- 1 t. ground cinnamon
- 1/2 t. baking soda
- 140 grams dark brown sugar = scant 2/3 cup
- 50 grams golden caster sugar (I used organic unrefined sugar) = scant 1/4 cup
- 250 ml sunflower oil = 1 cup + 3 tablespoons (I used half the amount and subbed 1/2 C. applesauce for the rest, because, as my daughter said when I was measuring it out “mom, you don’t use that much oil in a whole year’s worth of cooking”)
- To substitute for the 4 eggs in the recipe: use 1 cup silken tofu, 2 t. apple cider vinegar and 1 t. baking powder blended all together in a blender, (vinegar and baking powder mimics the rise that eggs give in baking)
- 3 grated apples (leave skins on)
- 100 grams chopped walnuts = 1 cup
- 2 t. Mexican vanilla (addition) because I simply have to put it in everything I bake at the moment
Ingredients for the Icing:
- 100 grams homemade vegan butter or earth balance = about 1/2 cup
- 50 grams dark brown soft sugar = about 1/4 cup
- 1 Tablespoon black treacle (molasses)
- 1 t. Mexican vanilla
- 200 grams vegan cream cheese = about one 8 ounce container of vegan cream cheese OR or 2/3 block extra firm tofu, pressed overnight to remove extra liquid. If you are using the pressed tofu (like I did) instead of store bought vegan cream cheese, add 1/4 teaspoon sea salt and 2 Tablespoons lemon juice to the recipe.
Combine all in food processor until silky smooth. To the tofu haters: if you make the icing in advance and let it sit for a few hours in the fridge before icing the cake, the tofu flavor in the icing becomes completely indistinguishable as it absorbs the flavors of the other ingredients. I swear it tastes just like I used real cream cheese.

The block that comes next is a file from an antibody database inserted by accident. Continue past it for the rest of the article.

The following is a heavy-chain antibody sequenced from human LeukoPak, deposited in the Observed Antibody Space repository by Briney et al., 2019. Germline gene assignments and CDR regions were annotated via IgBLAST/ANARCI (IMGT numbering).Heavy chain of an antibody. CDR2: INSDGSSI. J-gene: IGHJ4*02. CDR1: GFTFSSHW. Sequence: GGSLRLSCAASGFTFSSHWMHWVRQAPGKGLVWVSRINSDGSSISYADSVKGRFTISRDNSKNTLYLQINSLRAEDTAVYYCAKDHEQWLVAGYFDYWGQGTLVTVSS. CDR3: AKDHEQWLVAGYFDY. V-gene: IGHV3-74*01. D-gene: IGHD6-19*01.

Do you follow Frugal?
Creamy White Bean, Potato and Kale Soup with Vegan Sausage
- 1 diced onion
- 2 stalks diced celery
- 1 diced carrot
- 1 T. extra virgin olive oil
- 6 C. vegetable stock
- 3 cloves minced garlic
- 4 yukon gold potatoes, scrubbed, skins left on, cut into large chunks
- 1 can white beans (I used cannellini), drained and rinsed
- 1 t. liquid smoke
- 1 t. fennel seeds
- 1 t. crushed red pepper flakes
- 2 vegan sausages. I used these incredible Vegan Italian Sausages from Field Roast, you could use 8 oz. of diced use mushrooms instead, add 1 t. Italian seasonings and double the fennel seeds to get a similar flavor profile if you can’t find Field Roast near you or if you have a gluten intolerance.
- 4 C. baby kale
- 2 C. cashew cream (1 c. cashews, 1 1/2 C. water and 2 T. nutritional yeast blended til creamy in a power blender, if you don’t have a power blender, soak the cashews overnight and do this in a normal blender).
- 1/2 C. dry sherry
- sea salt and ground black pepper, to taste
Method: Heat the olive oil over medium high heat in your soup pot, break the Field Roast Italian Vegan Sausages into crumbles and add to the pot. Saute til the crumbles get a bit crispy looking. Add the onion and sauté til translucent, about 2-5 minutes. Add celery and carrot and sauté for a few minutes more. Add potatoes and garlic and let sauté for a minute more. Add the vegetable stock, dry sherry, white beans, fennel seeds, crushed red pepper flakes and liquid smoke. Cover pot with a lid and reduce heat to a simmer. Let simmer for 20-25 minutes, or until potatoes are fork tender. Add in cashew cream, the baby kale and season with salt and pepper to taste.
I’m not the type of girl that has enough freezer space (or the inclination) to store all my vegetable odds and ends and then remembers to boil them down into a broth and then re-store that broth in the freezer. Enter: awesome stock powder that almost tastes like chicken stock (gasp!) I first read about stock powder in a vegan cookbook (can’t even remember which one). I didn’t think much of it at the time. Then Holly at My Plant Based Family did a post on it and I ran to my kitchen and made changes with some Vedged Out flair. Here’s my rendition. Made hearty by the addition of dried shitake mushrooms, sun dried tomatoes, more dried herbs and stuff like that.